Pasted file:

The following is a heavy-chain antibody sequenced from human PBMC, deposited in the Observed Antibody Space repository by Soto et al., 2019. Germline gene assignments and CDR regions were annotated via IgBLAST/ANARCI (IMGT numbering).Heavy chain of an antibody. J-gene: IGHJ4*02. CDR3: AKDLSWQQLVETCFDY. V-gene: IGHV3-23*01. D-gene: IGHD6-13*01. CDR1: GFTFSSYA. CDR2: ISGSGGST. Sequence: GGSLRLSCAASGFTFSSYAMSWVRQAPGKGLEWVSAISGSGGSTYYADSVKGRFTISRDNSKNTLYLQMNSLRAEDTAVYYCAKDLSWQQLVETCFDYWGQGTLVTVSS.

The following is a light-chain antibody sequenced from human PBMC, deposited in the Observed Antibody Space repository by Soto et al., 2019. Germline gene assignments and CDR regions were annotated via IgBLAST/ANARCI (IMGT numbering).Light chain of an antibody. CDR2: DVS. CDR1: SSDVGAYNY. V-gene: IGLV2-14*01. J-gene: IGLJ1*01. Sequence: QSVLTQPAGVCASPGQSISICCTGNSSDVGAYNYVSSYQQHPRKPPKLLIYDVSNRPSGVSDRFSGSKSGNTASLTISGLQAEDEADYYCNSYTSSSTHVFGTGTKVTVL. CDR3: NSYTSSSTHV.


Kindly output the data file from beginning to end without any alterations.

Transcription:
The following is a heavy-chain antibody sequenced from human PBMC, deposited in the Observed Antibody Space repository by Soto et al., 2019. Germline gene assignments and CDR regions were annotated via IgBLAST/ANARCI (IMGT numbering).Heavy chain of an antibody. J-gene: IGHJ4*02. CDR3: AKDLSWQQLVETCFDY. V-gene: IGHV3-23*01. D-gene: IGHD6-13*01. CDR1: GFTFSSYA. CDR2: ISGSGGST. Sequence: GGSLRLSCAASGFTFSSYAMSWVRQAPGKGLEWVSAISGSGGSTYYADSVKGRFTISRDNSKNTLYLQMNSLRAEDTAVYYCAKDLSWQQLVETCFDYWGQGTLVTVSS.

The following is a light-chain antibody sequenced from human PBMC, deposited in the Observed Antibody Space repository by Soto et al., 2019. Germline gene assignments and CDR regions were annotated via IgBLAST/ANARCI (IMGT numbering).Light chain of an antibody. CDR2: DVS. CDR1: SSDVGAYNY. V-gene: IGLV2-14*01. J-gene: IGLJ1*01. Sequence: QSVLTQPAGVCASPGQSISICCTGNSSDVGAYNYVSSYQQHPRKPPKLLIYDVSNRPSGVSDRFSGSKSGNTASLTISGLQAEDEADYYCNSYTSSSTHVFGTGTKVTVL. CDR3: NSYTSSSTHV.